Mark’s Blog

Hi, I’m Mark McPherson. Every week I post a blog about of one of my 52 types of poorly behaved and difficult people. This week, it’s about Type 32: The Swearer.

#32: The swearer

Ever been offended by someone’s language?

Have you ever found someone’s language to be unacceptable or even offensive? I bet you have. Most of us have a list of words and phrases we think shouldn’t be used – either not at all or just not in certain situations. For example, most of us will probably have plenty of swear words and expletives on our list along with a bunch of other words we find crude or vulgar.  And words we find demeaning or degrading such as those we find racist or sexist.

And have you ever found someone’s joke or story to unacceptable or offensive? Well again, I bet you have. Most of us feel there are jokes and stories and even whole topics which are at least sometimes off limits. (Just as an aside, I remember being at a wedding where I thought the best man’s speech went way too far. I’m pretty open minded but even I knew talking about what might have gone on in the groom’s love life before he met the bride was, shall we say, in poor taste.)

Anyway, I call the person who uses language or tells jokes and stories we find unacceptable and at times offensive, The Swearer. The name is just for convenience. It’s an umbrella term. The Swearer mightn’t actually swear but nonetheless says things which are at odds with our values, beliefs and morals. And with our sense of right and wrong.

It’s the words and stories themselves that are the problem.

The words and stories we’re talking about here are not unacceptable because they’re tied up with criticism, put-downs or abuse. Although of course they could be. The problem is the words and stories themselves and the context in which they’re delivered.

Perhaps what really gets up our goat sometimes is we feel The Swearer should know better and should self-censor. We feel their own common sense and basic manners should have kicked in and prevented them from going ahead. Or at least they should’ve picked up on the reactions from those around them and put the brakes on.

Anyway, it’s time for a story. And it’s a true story at that.

Rude Robert couldn’t give a damn.

Robert is 50 and a loving husband and father. He doesn’t have a racist or sexist bone in his body. He doesn’t smoke and he doesn’t drink. And on top of that, he’s generous to his family and never forgets a birthday.

But there’s just one problem. Robert uses a lot of bad language and tells a lot of crude jokes. Now that in itself isn’t necessarily a problem. But unfortunately Robert doesn’t have any sense of where and when it might be okay. He says what he likes when he likes regardless of who’s in the room.

He once told a very crude joke while his 11 year old niece was present. Needless to say, people were more than just a little annoyed. But Robert’s response was: “Come on. She’s heard worse than that at school.” And then he continued.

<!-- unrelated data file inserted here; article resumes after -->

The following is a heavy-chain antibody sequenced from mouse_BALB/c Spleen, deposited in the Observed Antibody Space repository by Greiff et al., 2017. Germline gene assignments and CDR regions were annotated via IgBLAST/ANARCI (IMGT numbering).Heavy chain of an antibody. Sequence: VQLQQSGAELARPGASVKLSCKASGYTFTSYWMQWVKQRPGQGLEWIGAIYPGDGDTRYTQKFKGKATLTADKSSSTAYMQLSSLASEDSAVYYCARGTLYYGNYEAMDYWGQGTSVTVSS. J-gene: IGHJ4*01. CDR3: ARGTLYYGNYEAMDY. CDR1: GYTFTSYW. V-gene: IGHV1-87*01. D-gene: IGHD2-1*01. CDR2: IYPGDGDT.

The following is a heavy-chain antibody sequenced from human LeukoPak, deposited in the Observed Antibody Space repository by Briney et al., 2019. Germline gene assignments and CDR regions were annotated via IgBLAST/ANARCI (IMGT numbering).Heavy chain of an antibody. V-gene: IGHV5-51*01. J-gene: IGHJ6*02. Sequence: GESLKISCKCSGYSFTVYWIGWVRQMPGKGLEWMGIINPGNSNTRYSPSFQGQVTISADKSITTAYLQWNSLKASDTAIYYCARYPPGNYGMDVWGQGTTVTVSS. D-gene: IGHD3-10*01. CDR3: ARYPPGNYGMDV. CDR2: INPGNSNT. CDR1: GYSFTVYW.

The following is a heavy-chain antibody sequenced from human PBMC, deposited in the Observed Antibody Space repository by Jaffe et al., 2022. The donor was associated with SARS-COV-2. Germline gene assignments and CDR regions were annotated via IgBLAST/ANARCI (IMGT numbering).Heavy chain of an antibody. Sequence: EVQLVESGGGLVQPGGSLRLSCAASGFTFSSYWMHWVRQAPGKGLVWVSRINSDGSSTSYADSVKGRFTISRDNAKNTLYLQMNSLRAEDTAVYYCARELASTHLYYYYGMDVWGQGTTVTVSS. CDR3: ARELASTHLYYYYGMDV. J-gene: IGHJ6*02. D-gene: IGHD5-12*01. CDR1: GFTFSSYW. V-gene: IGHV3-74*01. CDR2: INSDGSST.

Robert even manages to throw in a good helping of bad language when it’s a ‘clean joke’. And even when it should be obvious there are people in the room who’ll be offended. If only he gave some sort of warning so people had the option of leaving. But not Robert. He just launches in. And he’s even been asked half way through one of these ‘clean jokes’ to ‘tone it down a bit’. But it has no effect on Robert. He just keeps going undeterred.

Now just in case you’re wondering. Yes, plenty of his family and friends have asked me for advice. And I’ve given it. Like perhaps they could stay clear of Robert especially at parties. And perhaps they could tell him how they feel and tell him they want him to ‘tone it down a bit’.

I’ve also suggested they could interrupt him mid-stream and remind him of who’s present. And I’ve even suggested they could tell him he won’t be invited to another party or whatever if he can’t ‘keep the language down’. And then actually follow through with the threat. But so far, nothing seems to have been done.

Now having said that, there’s something I haven’t told you. And it’s this. Robert has some long-term serious health problems. And when I say serious, I mean serious. So why is this important?

Well deciding how to deal with poor behaviour and with difficult people, is rarely straightforward. There are usually lots of things to consider. Context is everything. As is your relationship to the person and what might be the ramifications of any particular strategy. And only you can decide how to play it.

So, are Robert’s health problems the reason why his family and friends have failed to act on my advice – even after asking for it? I don’t know. But what I do know is it’s up to them to decide what action to take, if any. The decision is theirs.

Okay. That’s enough about Robert. It’s time for a video.

And now a quick video.

 

Until next time, all the very best.

Mark.


 

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